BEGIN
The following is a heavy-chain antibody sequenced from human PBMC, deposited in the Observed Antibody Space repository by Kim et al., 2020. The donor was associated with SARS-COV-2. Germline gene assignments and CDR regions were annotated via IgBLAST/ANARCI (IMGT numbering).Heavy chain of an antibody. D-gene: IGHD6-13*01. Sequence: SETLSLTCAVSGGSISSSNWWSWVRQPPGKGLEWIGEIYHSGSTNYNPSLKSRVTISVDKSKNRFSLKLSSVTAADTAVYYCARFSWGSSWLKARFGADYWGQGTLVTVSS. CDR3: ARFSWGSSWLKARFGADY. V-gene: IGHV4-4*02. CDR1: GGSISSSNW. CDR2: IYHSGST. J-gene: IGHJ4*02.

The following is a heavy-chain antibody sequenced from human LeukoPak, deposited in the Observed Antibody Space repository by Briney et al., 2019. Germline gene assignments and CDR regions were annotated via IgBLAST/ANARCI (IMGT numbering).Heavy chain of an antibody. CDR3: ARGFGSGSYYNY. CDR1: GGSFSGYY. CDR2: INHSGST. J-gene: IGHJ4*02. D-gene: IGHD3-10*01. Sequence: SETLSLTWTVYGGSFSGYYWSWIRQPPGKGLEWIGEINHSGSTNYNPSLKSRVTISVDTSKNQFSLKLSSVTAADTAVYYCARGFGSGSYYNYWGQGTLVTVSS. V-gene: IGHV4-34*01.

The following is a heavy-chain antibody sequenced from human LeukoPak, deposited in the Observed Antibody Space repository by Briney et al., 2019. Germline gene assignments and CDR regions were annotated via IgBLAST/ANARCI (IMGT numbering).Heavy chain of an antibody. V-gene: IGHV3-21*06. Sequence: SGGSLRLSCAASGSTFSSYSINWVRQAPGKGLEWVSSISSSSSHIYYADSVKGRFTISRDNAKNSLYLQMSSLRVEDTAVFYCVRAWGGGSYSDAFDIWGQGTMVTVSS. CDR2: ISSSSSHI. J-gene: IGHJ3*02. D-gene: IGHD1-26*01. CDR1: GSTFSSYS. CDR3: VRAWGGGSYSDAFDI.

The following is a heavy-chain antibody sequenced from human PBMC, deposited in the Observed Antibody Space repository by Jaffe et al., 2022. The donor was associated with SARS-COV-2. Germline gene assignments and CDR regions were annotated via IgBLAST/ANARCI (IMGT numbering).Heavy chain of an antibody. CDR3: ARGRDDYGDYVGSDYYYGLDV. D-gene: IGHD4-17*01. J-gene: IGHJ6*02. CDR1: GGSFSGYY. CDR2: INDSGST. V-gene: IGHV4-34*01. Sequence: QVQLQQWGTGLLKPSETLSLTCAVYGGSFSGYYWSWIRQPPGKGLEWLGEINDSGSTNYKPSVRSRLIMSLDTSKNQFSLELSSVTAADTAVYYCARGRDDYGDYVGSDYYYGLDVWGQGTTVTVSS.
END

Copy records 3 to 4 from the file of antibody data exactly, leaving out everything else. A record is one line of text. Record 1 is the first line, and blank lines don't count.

The following is a heavy-chain antibody sequenced from human LeukoPak, deposited in the Observed Antibody Space repository by Briney et al., 2019. Germline gene assignments and CDR regions were annotated via IgBLAST/ANARCI (IMGT numbering).Heavy chain of an antibody. V-gene: IGHV3-21*06. Sequence: SGGSLRLSCAASGSTFSSYSINWVRQAPGKGLEWVSSISSSSSHIYYADSVKGRFTISRDNAKNSLYLQMSSLRVEDTAVFYCVRAWGGGSYSDAFDIWGQGTMVTVSS. CDR2: ISSSSSHI. J-gene: IGHJ3*02. D-gene: IGHD1-26*01. CDR1: GSTFSSYS. CDR3: VRAWGGGSYSDAFDI.

The following is a heavy-chain antibody sequenced from human PBMC, deposited in the Observed Antibody Space repository by Jaffe et al., 2022. The donor was associated with SARS-COV-2. Germline gene assignments and CDR regions were annotated via IgBLAST/ANARCI (IMGT numbering).Heavy chain of an antibody. CDR3: ARGRDDYGDYVGSDYYYGLDV. D-gene: IGHD4-17*01. J-gene: IGHJ6*02. CDR1: GGSFSGYY. CDR2: INDSGST. V-gene: IGHV4-34*01. Sequence: QVQLQQWGTGLLKPSETLSLTCAVYGGSFSGYYWSWIRQPPGKGLEWLGEINDSGSTNYKPSVRSRLIMSLDTSKNQFSLELSSVTAADTAVYYCARGRDDYGDYVGSDYYYGLDVWGQGTTVTVSS.